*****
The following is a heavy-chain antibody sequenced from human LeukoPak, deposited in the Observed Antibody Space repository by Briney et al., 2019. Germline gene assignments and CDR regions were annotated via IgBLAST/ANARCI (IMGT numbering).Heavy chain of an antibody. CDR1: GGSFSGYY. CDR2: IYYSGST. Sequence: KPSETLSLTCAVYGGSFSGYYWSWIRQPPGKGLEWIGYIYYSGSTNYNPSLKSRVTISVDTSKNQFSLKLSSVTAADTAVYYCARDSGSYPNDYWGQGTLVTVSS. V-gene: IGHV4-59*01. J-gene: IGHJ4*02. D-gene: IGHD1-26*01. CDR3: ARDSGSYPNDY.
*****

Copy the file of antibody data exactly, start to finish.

The following is a heavy-chain antibody sequenced from human LeukoPak, deposited in the Observed Antibody Space repository by Briney et al., 2019. Germline gene assignments and CDR regions were annotated via IgBLAST/ANARCI (IMGT numbering).Heavy chain of an antibody. CDR1: GGSFSGYY. CDR2: IYYSGST. Sequence: KPSETLSLTCAVYGGSFSGYYWSWIRQPPGKGLEWIGYIYYSGSTNYNPSLKSRVTISVDTSKNQFSLKLSSVTAADTAVYYCARDSGSYPNDYWGQGTLVTVSS. V-gene: IGHV4-59*01. J-gene: IGHJ4*02. D-gene: IGHD1-26*01. CDR3: ARDSGSYPNDY.